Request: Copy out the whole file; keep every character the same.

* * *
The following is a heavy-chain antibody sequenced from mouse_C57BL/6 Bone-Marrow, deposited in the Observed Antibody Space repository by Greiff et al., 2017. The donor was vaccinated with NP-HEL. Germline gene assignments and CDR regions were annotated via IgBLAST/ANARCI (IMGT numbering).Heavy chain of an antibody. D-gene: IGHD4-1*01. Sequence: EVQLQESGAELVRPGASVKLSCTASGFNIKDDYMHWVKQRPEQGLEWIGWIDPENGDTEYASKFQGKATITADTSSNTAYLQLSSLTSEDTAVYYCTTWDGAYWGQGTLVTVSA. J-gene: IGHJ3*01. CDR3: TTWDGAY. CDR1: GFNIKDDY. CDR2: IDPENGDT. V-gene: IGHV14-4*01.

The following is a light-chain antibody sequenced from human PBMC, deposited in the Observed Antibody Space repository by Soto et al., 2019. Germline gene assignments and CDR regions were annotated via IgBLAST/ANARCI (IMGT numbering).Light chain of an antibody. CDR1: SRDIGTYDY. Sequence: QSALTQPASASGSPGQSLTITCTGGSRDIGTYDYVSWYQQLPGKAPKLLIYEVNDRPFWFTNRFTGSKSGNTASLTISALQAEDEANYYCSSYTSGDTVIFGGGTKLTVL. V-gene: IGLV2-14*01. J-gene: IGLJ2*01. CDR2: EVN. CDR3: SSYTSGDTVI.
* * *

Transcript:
The following is a heavy-chain antibody sequenced from mouse_C57BL/6 Bone-Marrow, deposited in the Observed Antibody Space repository by Greiff et al., 2017. The donor was vaccinated with NP-HEL. Germline gene assignments and CDR regions were annotated via IgBLAST/ANARCI (IMGT numbering).Heavy chain of an antibody. D-gene: IGHD4-1*01. Sequence: EVQLQESGAELVRPGASVKLSCTASGFNIKDDYMHWVKQRPEQGLEWIGWIDPENGDTEYASKFQGKATITADTSSNTAYLQLSSLTSEDTAVYYCTTWDGAYWGQGTLVTVSA. J-gene: IGHJ3*01. CDR3: TTWDGAY. CDR1: GFNIKDDY. CDR2: IDPENGDT. V-gene: IGHV14-4*01.

The following is a light-chain antibody sequenced from human PBMC, deposited in the Observed Antibody Space repository by Soto et al., 2019. Germline gene assignments and CDR regions were annotated via IgBLAST/ANARCI (IMGT numbering).Light chain of an antibody. CDR1: SRDIGTYDY. Sequence: QSALTQPASASGSPGQSLTITCTGGSRDIGTYDYVSWYQQLPGKAPKLLIYEVNDRPFWFTNRFTGSKSGNTASLTISALQAEDEANYYCSSYTSGDTVIFGGGTKLTVL. V-gene: IGLV2-14*01. J-gene: IGLJ2*01. CDR2: EVN. CDR3: SSYTSGDTVI.